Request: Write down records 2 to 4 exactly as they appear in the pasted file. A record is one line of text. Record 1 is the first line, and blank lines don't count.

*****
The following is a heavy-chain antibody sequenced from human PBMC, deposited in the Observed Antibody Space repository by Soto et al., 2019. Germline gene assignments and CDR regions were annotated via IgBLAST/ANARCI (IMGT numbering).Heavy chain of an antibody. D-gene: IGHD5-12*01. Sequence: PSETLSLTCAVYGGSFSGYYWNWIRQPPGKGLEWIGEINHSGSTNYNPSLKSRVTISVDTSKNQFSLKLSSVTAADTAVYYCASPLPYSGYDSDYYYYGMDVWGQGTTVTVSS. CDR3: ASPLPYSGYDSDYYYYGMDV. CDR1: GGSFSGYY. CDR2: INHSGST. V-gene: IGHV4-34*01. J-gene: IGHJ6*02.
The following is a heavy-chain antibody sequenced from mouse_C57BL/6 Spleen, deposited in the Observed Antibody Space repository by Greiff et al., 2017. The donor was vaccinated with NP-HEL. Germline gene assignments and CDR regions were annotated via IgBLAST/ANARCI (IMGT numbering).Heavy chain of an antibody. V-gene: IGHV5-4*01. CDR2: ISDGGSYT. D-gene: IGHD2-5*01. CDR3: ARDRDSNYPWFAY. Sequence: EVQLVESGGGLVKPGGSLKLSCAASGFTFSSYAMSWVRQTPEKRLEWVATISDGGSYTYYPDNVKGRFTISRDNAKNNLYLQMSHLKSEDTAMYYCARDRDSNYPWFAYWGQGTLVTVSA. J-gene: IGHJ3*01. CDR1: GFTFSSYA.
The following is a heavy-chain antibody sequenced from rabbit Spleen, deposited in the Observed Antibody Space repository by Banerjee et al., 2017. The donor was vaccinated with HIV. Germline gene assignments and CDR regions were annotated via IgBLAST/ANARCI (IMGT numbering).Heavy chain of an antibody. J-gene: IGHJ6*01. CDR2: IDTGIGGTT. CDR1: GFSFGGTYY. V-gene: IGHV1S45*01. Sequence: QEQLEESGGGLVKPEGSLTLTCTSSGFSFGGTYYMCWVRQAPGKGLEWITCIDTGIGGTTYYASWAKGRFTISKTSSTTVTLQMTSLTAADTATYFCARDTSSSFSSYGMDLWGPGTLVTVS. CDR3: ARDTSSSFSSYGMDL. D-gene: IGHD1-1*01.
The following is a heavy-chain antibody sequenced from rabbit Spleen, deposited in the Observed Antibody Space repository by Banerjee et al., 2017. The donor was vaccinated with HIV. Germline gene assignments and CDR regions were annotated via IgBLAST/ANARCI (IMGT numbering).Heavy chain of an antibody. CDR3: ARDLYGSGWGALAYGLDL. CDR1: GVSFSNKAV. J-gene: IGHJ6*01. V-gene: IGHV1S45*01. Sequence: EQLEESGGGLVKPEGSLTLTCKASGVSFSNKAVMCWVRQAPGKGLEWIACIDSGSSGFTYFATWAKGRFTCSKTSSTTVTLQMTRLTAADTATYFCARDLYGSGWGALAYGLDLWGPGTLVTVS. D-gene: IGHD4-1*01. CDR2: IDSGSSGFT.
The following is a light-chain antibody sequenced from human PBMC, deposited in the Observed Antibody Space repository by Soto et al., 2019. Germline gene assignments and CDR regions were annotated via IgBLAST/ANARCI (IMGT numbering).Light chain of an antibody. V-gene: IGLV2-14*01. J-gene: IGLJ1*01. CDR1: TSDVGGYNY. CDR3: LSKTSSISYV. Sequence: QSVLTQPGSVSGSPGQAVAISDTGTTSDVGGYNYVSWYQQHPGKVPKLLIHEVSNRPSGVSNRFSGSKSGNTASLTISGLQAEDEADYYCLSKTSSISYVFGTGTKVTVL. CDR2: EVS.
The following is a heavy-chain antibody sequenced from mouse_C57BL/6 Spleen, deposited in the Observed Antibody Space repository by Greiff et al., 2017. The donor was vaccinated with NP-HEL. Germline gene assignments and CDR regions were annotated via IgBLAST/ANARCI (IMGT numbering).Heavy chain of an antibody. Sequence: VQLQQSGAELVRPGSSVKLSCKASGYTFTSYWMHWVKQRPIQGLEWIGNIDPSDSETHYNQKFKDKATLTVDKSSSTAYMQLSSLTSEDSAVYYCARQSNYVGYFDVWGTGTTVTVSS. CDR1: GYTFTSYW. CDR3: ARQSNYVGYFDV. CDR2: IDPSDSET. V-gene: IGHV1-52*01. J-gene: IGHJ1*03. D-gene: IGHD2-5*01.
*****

The following is a heavy-chain antibody sequenced from mouse_C57BL/6 Spleen, deposited in the Observed Antibody Space repository by Greiff et al., 2017. The donor was vaccinated with NP-HEL. Germline gene assignments and CDR regions were annotated via IgBLAST/ANARCI (IMGT numbering).Heavy chain of an antibody. V-gene: IGHV5-4*01. CDR2: ISDGGSYT. D-gene: IGHD2-5*01. CDR3: ARDRDSNYPWFAY. Sequence: EVQLVESGGGLVKPGGSLKLSCAASGFTFSSYAMSWVRQTPEKRLEWVATISDGGSYTYYPDNVKGRFTISRDNAKNNLYLQMSHLKSEDTAMYYCARDRDSNYPWFAYWGQGTLVTVSA. J-gene: IGHJ3*01. CDR1: GFTFSSYA.
The following is a heavy-chain antibody sequenced from rabbit Spleen, deposited in the Observed Antibody Space repository by Banerjee et al., 2017. The donor was vaccinated with HIV. Germline gene assignments and CDR regions were annotated via IgBLAST/ANARCI (IMGT numbering).Heavy chain of an antibody. J-gene: IGHJ6*01. CDR2: IDTGIGGTT. CDR1: GFSFGGTYY. V-gene: IGHV1S45*01. Sequence: QEQLEESGGGLVKPEGSLTLTCTSSGFSFGGTYYMCWVRQAPGKGLEWITCIDTGIGGTTYYASWAKGRFTISKTSSTTVTLQMTSLTAADTATYFCARDTSSSFSSYGMDLWGPGTLVTVS. CDR3: ARDTSSSFSSYGMDL. D-gene: IGHD1-1*01.
The following is a heavy-chain antibody sequenced from rabbit Spleen, deposited in the Observed Antibody Space repository by Banerjee et al., 2017. The donor was vaccinated with HIV. Germline gene assignments and CDR regions were annotated via IgBLAST/ANARCI (IMGT numbering).Heavy chain of an antibody. CDR3: ARDLYGSGWGALAYGLDL. CDR1: GVSFSNKAV. J-gene: IGHJ6*01. V-gene: IGHV1S45*01. Sequence: EQLEESGGGLVKPEGSLTLTCKASGVSFSNKAVMCWVRQAPGKGLEWIACIDSGSSGFTYFATWAKGRFTCSKTSSTTVTLQMTRLTAADTATYFCARDLYGSGWGALAYGLDLWGPGTLVTVS. D-gene: IGHD4-1*01. CDR2: IDSGSSGFT.